New York vs. London: Two Cities to Rule Them All

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In picking the world's greatest city, these two global capitals are practically tied. But somebody got to be a winner ...

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In 2007, McKinsey did the thing McKinsey does, and released a study aimed at discovering something utterly unquantifiable but nonetheless tantalizing: the greatest city in the world of the future. The verdict? New York was still the front-runner, but London was gaining -- not just as a financial center, but as a global capital of wealth, prestige, and culture.

At the time, London was indisputably the world's most important international equity market, with three times as many IPOs as the New York Stock Exchange and more finance workers than New York. The same year, New York magazine published a blow-out cover spread "New York vs. London." Even political leaders noticed the race tightening. "Let's be clear," Mayor Michael Bloomberg announced when he caught wind of the study. "The financial services industry is one reason that the 20th century was the American century and that New York became the world's capital."

Mapping the new global power structure See full coverage

Five years later, London's financial sector is still larger than New York, as a share of the city economy, and New York's GDP per capita is slightly higher. And, as the Atlantic Cities pointed out, the cities are even matched.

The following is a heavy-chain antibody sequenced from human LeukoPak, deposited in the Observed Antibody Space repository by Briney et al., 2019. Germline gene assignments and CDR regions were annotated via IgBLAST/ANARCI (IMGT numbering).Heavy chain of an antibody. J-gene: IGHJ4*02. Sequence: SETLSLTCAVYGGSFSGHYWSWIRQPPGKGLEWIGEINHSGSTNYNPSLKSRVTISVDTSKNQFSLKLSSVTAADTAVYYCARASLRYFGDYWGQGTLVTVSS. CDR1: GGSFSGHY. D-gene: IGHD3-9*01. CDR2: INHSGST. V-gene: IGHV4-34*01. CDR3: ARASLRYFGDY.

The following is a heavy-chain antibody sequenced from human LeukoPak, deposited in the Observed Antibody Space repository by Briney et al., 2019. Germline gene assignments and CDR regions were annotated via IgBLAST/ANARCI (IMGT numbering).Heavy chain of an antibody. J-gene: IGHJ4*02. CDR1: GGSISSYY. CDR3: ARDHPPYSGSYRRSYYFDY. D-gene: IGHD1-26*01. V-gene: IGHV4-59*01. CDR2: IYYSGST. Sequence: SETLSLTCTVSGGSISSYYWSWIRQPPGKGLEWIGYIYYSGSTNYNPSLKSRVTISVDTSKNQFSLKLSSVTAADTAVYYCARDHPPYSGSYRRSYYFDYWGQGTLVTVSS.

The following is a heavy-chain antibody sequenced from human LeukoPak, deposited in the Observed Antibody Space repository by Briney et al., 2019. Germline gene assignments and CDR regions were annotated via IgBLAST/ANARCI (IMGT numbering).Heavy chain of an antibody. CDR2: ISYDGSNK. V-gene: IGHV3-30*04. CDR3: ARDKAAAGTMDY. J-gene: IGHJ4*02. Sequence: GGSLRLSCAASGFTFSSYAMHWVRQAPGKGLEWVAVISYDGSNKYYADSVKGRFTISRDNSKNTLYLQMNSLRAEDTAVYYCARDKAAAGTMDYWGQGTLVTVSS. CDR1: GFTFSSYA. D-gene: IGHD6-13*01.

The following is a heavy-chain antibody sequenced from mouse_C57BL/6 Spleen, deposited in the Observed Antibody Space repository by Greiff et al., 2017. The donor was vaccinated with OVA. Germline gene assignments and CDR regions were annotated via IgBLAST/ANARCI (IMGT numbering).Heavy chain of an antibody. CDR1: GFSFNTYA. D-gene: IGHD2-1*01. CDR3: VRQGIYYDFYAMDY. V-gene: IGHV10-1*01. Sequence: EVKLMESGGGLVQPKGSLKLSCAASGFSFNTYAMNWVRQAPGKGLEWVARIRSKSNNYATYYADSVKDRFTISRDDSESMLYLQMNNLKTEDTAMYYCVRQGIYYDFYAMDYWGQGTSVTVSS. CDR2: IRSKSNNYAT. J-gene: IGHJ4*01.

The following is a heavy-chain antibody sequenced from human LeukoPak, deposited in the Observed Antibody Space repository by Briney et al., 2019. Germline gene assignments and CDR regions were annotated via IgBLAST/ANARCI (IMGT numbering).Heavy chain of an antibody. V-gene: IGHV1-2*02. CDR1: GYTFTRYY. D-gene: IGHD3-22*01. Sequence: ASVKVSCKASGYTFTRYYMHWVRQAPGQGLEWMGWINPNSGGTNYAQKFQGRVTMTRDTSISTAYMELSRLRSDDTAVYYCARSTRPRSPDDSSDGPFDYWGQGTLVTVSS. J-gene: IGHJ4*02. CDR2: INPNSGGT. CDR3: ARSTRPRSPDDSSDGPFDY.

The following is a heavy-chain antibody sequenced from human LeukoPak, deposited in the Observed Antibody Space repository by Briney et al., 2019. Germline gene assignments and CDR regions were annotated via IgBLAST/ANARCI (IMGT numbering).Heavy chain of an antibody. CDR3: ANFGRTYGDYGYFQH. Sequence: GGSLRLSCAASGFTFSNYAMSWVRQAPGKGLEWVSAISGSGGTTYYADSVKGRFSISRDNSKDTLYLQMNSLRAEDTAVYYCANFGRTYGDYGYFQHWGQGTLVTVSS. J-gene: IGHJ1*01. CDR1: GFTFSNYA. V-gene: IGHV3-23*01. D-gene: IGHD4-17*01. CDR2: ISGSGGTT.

London has a slight edge as the world's leading financial center, ranking first to New York's second. New York's greater metro area is substantially larger, with roughly 22 million people to London's 14 million. And New York is economically more powerful, ranking second only to Tokyo, with London third, in the Economic Power Index I published here last fall. 

When you dig through the macro numbers, the most striking thing is how similar the cities are. New York and London went 1-2 in the 2011 Global Cities Index -- and 2-1 in the Global Financial Centres Index for 2011. Their city-proper populations differ my barely 3 percent. In New York, 6.8 million families earn more than $20,000 annually, according to McKinsey. In London, it's 6 million. Between 1993 and 2010, New York's city GDP grew 26% faster than the entire country. London grew 27% faster than the UK.

The cities also mirror each other as transatlantic cultural tent poles. New York has the Met, MoMA, and Museum of Natural History. London has the National Gallery, Tate Modern, and the British Museum. New York has Broadway. London has the West End. New York is gobsmackingly cosmopolitan, with 36% of its residents foreign born. London's share is 40%.

The biggest difference going forward might be economic circumstances. London caught up to New York in terms of wealth by doubling down on financial services. As a result, it was arguably stung even deeper by the credit meltdown. Even today, Great Britain is in a recession, and its biggest local trading partners are moving into a recession, too. The United States is in a muddle-through, but we're growing, and our biggest trading partners (Mexico and Canada) are growing, too. The nation's largest metro economies are not only growing, but also gathering strength. After decades of suburban growth, young people are moving back into cities -- and New York is growing faster than it was for most of the last decade. They say a rising tide lifts all boats. Therefore, a growing U.S. economy lifts New York in this 2012 poll.

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